Texas would seem far removed from the ancient Greek conflict between the states of Athens and Sparta, by both 6,400 geographic miles and over 2,400 years of calendar time, but history does have a way of repeating itself. The Peloponnesian War was both an ideological and power struggle, just a drop in the bucket of similar clashes that have occurred since Homo sapiens’ preferred dwellings were dank caves.

In 411 BC, well into that lengthy battle, the Athenian comic playwright, Aristophanes, put on his satirical theater show, “Lysistrata”, offering a way to stop the fighting. The premise was a novel one, where the women of the country would withhold sexual privileges from husbands and lovers until hostilities were ended. It was notable as the first exposé on gender relations in a male dominated society.

Fast forward more than two millennium and yet another war over philosophy and authority is once again playing out. Texas passed a new restrictive law on women’s reproductive choice that weakened the previous 1973 Supreme Court decision. It also added a bizarre proviso that authorizes any citizen to sue a family member, friend, or stranger and collect $10,000 as an “abortion snitch”.

The majority ruling of the current Supreme Court upheld these draconian regulations although not all were pleased. Justice Sonia Sotomayor stated that Texas had now “deputized the states citizens as bounty hunters offering them cash prizes for civilly prosecuting their neighbors’ medical procedures”. This, of course, smacks of Nazi Germany when the populace was ordered to turn over anyone who spoke out against Hitler’s regime or was of the Jewish persuasion.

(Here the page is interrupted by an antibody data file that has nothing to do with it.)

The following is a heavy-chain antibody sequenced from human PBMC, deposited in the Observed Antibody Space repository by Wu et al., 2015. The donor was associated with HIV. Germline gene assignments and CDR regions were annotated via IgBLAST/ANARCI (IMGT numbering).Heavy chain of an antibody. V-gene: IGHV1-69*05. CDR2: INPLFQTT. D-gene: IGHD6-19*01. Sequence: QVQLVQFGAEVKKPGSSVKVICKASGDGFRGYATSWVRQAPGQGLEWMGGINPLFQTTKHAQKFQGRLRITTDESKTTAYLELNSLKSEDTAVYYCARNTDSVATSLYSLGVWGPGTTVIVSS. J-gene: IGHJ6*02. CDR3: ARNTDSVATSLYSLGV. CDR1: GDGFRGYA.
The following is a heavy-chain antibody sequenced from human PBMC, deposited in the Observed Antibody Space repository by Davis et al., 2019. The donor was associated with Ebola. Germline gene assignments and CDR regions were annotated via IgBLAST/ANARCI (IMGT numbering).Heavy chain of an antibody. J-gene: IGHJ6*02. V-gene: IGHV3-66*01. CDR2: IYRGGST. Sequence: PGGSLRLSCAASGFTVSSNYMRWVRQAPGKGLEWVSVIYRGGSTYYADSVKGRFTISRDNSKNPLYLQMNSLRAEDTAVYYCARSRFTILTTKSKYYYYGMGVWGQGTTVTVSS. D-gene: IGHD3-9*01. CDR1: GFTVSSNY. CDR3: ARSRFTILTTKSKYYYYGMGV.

Aristophanes isn’t around to help us put these human travesties into perspective but someone of a similar bent is: Bette Midler. Unlike some people who have only a singular defining word after their name, such as “politician” or “preacher”, Midler’s surname is followed by “singer, songwriter, actress, author, and comedian”. Much more impressive. And her recent suggestion, similar to that found in “Lysistrata”, is “that all women refuse to have sex with men until they are guaranteed the right to choose by Congress.” Unfortunately, logic is not something compatible with people of certain mindsets.

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Control freak. This is a colloquial term that first popped up in the 1970s although the type of person it refers to has always been with us. Psychologists tell us that fear is the basis of humans attempting to control situations, people, or other animals. Gynophobia, the abnormal fear of women, supposedly brought on by humiliation or emasculation at their hands, seems to be alive and well in the “Friendship” state of Texas. And on the Supreme Court. Psychiatrists are on call.

World religions, foreign and domestic governments, and individuals in any position of command over others have historically been guilty of abusing their control over the masses. Spineless political and moral “leaders” are quite often mute when faced with such dilemmas.

Apparently, the bravest of us are those of satirical and comedic disposition who aren’t afraid to point out when things are going wrong. The late, great stand-up comic George Carlin had plenty to say about these contemporary shenanigans. His type of rational honesty is desperately needed yet sorely lacking in our society today. Luckily, his shows may still be seen on the Internet.

Dexter K. Oliver is a freelance writer, wildlife consultant, and monitor of the human condition from Duncan, AZ.

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